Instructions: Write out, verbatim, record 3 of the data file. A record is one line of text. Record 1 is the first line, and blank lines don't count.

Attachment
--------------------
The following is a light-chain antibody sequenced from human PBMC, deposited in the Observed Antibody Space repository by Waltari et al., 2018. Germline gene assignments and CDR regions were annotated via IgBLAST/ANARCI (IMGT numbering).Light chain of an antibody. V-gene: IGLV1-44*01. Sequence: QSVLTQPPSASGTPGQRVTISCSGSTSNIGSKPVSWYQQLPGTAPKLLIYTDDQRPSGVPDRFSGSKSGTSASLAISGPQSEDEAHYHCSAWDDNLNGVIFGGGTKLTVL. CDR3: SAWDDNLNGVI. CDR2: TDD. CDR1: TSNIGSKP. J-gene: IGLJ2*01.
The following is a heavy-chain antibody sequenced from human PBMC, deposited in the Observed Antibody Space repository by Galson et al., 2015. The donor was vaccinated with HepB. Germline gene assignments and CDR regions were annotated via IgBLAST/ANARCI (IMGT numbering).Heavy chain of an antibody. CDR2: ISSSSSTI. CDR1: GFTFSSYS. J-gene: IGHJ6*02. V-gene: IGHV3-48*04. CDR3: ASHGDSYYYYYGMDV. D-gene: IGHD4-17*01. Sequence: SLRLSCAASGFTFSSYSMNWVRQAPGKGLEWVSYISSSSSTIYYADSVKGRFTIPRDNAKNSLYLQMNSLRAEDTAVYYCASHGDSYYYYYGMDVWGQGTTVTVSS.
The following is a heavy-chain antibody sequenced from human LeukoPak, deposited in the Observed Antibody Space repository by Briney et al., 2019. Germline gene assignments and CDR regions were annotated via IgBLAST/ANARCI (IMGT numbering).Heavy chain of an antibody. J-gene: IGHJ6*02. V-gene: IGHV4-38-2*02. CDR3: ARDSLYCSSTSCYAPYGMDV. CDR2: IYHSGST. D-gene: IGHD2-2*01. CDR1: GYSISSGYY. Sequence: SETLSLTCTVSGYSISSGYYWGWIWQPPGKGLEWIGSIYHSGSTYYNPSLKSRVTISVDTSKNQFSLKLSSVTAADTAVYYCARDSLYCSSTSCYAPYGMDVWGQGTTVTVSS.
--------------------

The following is a heavy-chain antibody sequenced from human LeukoPak, deposited in the Observed Antibody Space repository by Briney et al., 2019. Germline gene assignments and CDR regions were annotated via IgBLAST/ANARCI (IMGT numbering).Heavy chain of an antibody. J-gene: IGHJ6*02. V-gene: IGHV4-38-2*02. CDR3: ARDSLYCSSTSCYAPYGMDV. CDR2: IYHSGST. D-gene: IGHD2-2*01. CDR1: GYSISSGYY. Sequence: SETLSLTCTVSGYSISSGYYWGWIWQPPGKGLEWIGSIYHSGSTYYNPSLKSRVTISVDTSKNQFSLKLSSVTAADTAVYYCARDSLYCSSTSCYAPYGMDVWGQGTTVTVSS.